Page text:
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Photos and Comments from RIDE BROOKLYN

WHERE THE BIKE LANE ENDS
March 20, 2013 at
RIDE BROOKLYN, Williamsburg

The first day of Spring saw another successful VB Traffic Skills seminar, our first hosted at Ride Brooklyn’s new and beautiful Williamsburg location.

The weather had not yet turned Spring-like, and though turnout was light, it was a perfect group of riders for the class – active daily commuters who wanted to improve their experience.

Subjects covered included; NYC Traffic Law, Communicating with Motorists, Establishing your Right-of-Way, Positioning for Visibility, Avoiding Common Hazards, and Broadcasting an Aura of Competence and Cooperation. The 2-hour session passed quickly and everyone seemed enthusiastic and glad they attended.

Ride Brooklyn provided a warm welcome with snacks and drinks, and showered the group with valuable prizes. Thanks to Al at Ride Brooklyn for being such a fabulous host.

To all the attendees – you’re now honorary Virtuous Bicyclists! I hope you’ll keep in touch, ask me questions, and let me know how it’s going. I care about each of you, and your success and friendship is my reward.

Remember your Mantra!
Lance

Ride Brooklyn

Group

Signal Left

VB's dramatic flashlight demonstration - can you see me now!

VB’s dramatic flashlight demonstration – can you see me now!

A Winner!

A Winner!

Another Winner!

Another Winner!

Big Winners - one and all

Big Winners – one and all

About the author

Lance Jacobs

A native New Yorker, biking has been part of my life from my paper route in 5th grade, through my international tours on 4 continents. Now, as a League Certified Instructor (LCI #3507), my focus is on studying and teaching the best way to ride in NYC's unique street environment. I love cycling and I love my city. I believe riding our streets can be stress free when approached with some solid skills, some basic knowledge, and the right frame of mind.

4 comments

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  1. Salvatore Denise

    Thanks Lance & Marty. The seminar was just what I needed to feel more confident on my daily NYC bike commute. Your comments about connecting with drivers really resonated. I agree that taking a respectful & positive approach is important. It may even convince some drivers to get out of their cars & on to bikes.

  2. ileana

    I wanted to add that I applied some of what I learned on my ride home yesterday. I rode on a narrow street with no lane and rode in the middle when I needed to. I’ve started using more communication and looking over my shoulders more. Thanks again for the great class. No more “hug and hope” for me.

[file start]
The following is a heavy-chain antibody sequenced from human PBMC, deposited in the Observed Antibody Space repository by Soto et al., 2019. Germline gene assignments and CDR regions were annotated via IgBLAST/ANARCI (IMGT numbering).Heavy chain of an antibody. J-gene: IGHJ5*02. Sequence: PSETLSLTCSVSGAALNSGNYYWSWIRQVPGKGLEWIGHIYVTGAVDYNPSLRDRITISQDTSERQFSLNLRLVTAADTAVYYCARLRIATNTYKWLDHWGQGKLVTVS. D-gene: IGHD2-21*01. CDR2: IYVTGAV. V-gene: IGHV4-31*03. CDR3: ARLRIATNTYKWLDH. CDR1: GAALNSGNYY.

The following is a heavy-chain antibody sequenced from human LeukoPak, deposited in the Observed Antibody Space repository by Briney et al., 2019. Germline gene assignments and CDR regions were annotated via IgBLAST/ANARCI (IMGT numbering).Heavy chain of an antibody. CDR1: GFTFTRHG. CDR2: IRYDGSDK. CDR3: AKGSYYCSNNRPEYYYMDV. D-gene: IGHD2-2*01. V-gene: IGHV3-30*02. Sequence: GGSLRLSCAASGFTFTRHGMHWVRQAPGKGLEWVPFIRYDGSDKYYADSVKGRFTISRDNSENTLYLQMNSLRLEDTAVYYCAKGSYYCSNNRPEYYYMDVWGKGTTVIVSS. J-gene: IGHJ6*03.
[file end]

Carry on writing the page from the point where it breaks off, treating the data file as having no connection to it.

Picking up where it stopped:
1. Lance Jacobs

      Hey Ileana,

      Thanks for the great comment! So nice to hear that the info is having an impact on your ride. Remember, it’s a process and you’ll get better and more confident with experience. Keep in touch in the weeks and months ahead and we can talk about specific situations.

      In the Q&A at the seminar you asked, “On which side of a one-way street should I ride?” A seemingly simple question, yet as I think more about it, I realize that there are many factors influencing the which-side decision, and like many NYC traffic skills, it’s often a question of judgment in a fluid situation. Here’s a little more on the subject.

      (these comments assume one-way streets that are wide enough for you to remain clear of the door-zone while sharing the lane with passing cars)

      Generally, in terms of pure traffic principles, slower traffic rides to the right. On most roads that’s all you need to know. But in NYC there are a few other considerations.

      First there’s the consistent placement by the DOT of bike lanes on the left side of one-way streets. This is creating a new culture here in the city, and many cyclists are favoring the Left Side.

      NYC has a special rule that allows bicyclist’s to ride on EITHER side of a one-way street that is at least 40 ft wide. Leaving the tape measure at home, I mention this rule because its existence does influence a rider’s decision process.

      What I often find is that, whichever side I’m on, another cyclist has chosen the opposite side. This is a problem for both of us as the street has now been made artificially narrow inviting tense, close passing. Unless there’s another overriding concern, I will consider joining other riders on their side, just to create an orderly flow.

      Finally is consideration of the Left or Right direction of the road that crosses at the next intersection – let’s say it’s a one-way avenue. You don’t want to find yourself riding straight as traffic is turning across your path (the “Right Hook”, or “Left Hook” as the case may be). If you see ahead of you that cars are planning to turn – they’re slowing, signaling, and waiting behind other turning cars – then you can move to the non-turning side of the street (scanning and signaling to change position.) You can usually anticipate and make this move mid-block or so. On a Manhattan crosstown street, this leads to alternately favoring Left, then Right, as the avenues alternate their uptown/downtown direction.

      Ileana, this is why I love getting questions from riders. It encourages me to clarify the decision process that influences my riding and in doing so, enables me to better communicate to others. Thanks so much for posting your comment!

      Lance

  3. ileana

    Lance, it was a fantastic seminar. Informative and fun. I learned so much. Ride Brooklyn was a great host.

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